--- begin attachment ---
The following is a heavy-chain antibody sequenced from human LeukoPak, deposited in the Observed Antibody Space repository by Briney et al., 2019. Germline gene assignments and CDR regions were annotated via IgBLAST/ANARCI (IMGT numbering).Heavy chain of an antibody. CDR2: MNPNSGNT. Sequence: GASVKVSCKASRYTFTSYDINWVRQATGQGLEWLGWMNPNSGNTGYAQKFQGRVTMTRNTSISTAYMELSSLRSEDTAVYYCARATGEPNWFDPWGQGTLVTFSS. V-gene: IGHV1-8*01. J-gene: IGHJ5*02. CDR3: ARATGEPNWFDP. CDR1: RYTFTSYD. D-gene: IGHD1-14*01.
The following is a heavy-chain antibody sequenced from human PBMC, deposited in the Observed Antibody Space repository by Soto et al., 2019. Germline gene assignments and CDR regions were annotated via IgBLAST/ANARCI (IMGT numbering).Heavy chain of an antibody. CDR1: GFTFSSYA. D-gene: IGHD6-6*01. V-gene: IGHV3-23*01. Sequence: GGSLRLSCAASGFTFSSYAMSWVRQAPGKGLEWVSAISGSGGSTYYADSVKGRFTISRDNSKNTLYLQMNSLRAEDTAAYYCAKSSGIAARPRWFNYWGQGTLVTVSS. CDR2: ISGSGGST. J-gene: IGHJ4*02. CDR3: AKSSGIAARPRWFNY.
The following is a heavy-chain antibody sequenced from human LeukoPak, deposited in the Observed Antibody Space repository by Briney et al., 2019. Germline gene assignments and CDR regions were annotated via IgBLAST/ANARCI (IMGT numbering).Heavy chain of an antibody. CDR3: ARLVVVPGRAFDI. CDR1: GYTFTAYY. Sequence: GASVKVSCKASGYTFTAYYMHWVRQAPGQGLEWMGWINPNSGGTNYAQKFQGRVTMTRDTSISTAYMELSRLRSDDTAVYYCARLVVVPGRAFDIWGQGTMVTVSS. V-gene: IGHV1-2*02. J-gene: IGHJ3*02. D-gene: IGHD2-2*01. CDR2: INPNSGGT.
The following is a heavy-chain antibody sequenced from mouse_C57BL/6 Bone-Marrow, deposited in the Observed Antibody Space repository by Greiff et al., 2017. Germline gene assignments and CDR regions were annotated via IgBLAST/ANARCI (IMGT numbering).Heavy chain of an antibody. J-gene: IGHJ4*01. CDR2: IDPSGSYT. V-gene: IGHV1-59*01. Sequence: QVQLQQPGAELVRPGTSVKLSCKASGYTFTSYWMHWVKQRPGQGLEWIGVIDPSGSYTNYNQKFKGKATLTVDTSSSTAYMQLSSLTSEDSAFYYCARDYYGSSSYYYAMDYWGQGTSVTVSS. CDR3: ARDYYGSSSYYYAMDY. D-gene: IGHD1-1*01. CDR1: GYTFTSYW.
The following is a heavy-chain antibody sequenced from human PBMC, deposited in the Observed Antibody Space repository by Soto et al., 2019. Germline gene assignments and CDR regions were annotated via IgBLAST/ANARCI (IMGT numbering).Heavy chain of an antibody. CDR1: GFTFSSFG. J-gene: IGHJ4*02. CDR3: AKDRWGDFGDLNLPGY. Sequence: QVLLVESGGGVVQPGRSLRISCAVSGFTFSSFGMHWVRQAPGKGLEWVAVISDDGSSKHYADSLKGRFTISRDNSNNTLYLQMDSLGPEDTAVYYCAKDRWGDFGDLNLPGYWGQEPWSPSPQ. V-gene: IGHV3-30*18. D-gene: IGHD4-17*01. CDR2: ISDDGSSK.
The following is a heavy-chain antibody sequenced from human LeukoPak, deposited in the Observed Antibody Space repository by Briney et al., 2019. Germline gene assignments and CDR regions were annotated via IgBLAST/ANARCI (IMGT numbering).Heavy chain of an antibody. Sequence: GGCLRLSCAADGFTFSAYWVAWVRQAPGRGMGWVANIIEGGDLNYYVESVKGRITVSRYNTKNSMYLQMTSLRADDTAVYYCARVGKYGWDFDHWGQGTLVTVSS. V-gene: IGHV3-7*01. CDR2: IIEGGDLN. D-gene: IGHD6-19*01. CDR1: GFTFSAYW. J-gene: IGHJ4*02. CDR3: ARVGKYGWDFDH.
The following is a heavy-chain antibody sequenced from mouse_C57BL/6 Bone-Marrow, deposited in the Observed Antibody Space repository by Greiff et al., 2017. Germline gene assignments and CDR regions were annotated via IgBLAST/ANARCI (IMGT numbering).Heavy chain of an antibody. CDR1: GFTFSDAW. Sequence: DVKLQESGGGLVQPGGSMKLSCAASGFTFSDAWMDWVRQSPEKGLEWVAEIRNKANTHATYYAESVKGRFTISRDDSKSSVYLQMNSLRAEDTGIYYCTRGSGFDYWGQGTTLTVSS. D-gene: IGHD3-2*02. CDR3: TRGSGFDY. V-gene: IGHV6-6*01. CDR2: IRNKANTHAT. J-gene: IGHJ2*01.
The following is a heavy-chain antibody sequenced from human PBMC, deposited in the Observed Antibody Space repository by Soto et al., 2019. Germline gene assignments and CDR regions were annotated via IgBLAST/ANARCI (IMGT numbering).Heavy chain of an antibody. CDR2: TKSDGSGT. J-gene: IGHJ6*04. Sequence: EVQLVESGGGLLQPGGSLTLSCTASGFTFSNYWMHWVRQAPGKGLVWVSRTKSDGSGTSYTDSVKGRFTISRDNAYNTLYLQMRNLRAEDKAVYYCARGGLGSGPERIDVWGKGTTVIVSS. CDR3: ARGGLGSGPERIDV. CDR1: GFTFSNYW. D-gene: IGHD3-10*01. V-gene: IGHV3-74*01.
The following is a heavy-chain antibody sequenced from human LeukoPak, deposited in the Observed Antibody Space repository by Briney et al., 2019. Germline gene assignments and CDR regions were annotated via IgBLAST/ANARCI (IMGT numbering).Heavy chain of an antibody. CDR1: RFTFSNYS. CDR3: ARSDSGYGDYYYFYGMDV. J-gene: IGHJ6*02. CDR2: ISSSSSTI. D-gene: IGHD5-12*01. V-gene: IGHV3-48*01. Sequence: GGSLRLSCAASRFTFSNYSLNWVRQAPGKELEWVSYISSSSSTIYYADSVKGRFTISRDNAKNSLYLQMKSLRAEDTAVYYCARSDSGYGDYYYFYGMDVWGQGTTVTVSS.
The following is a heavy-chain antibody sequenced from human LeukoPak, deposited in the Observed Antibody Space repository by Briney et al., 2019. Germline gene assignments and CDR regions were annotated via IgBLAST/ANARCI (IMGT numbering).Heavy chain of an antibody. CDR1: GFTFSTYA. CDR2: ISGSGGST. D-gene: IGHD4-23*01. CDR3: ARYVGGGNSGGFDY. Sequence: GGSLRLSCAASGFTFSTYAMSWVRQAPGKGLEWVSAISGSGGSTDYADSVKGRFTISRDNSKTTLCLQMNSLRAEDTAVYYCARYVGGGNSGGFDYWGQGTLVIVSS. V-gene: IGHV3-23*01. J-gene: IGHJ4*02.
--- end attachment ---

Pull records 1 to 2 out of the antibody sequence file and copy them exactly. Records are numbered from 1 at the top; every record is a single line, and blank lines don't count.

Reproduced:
The following is a heavy-chain antibody sequenced from human LeukoPak, deposited in the Observed Antibody Space repository by Briney et al., 2019. Germline gene assignments and CDR regions were annotated via IgBLAST/ANARCI (IMGT numbering).Heavy chain of an antibody. CDR2: MNPNSGNT. Sequence: GASVKVSCKASRYTFTSYDINWVRQATGQGLEWLGWMNPNSGNTGYAQKFQGRVTMTRNTSISTAYMELSSLRSEDTAVYYCARATGEPNWFDPWGQGTLVTFSS. V-gene: IGHV1-8*01. J-gene: IGHJ5*02. CDR3: ARATGEPNWFDP. CDR1: RYTFTSYD. D-gene: IGHD1-14*01.
The following is a heavy-chain antibody sequenced from human PBMC, deposited in the Observed Antibody Space repository by Soto et al., 2019. Germline gene assignments and CDR regions were annotated via IgBLAST/ANARCI (IMGT numbering).Heavy chain of an antibody. CDR1: GFTFSSYA. D-gene: IGHD6-6*01. V-gene: IGHV3-23*01. Sequence: GGSLRLSCAASGFTFSSYAMSWVRQAPGKGLEWVSAISGSGGSTYYADSVKGRFTISRDNSKNTLYLQMNSLRAEDTAAYYCAKSSGIAARPRWFNYWGQGTLVTVSS. CDR2: ISGSGGST. J-gene: IGHJ4*02. CDR3: AKSSGIAARPRWFNY.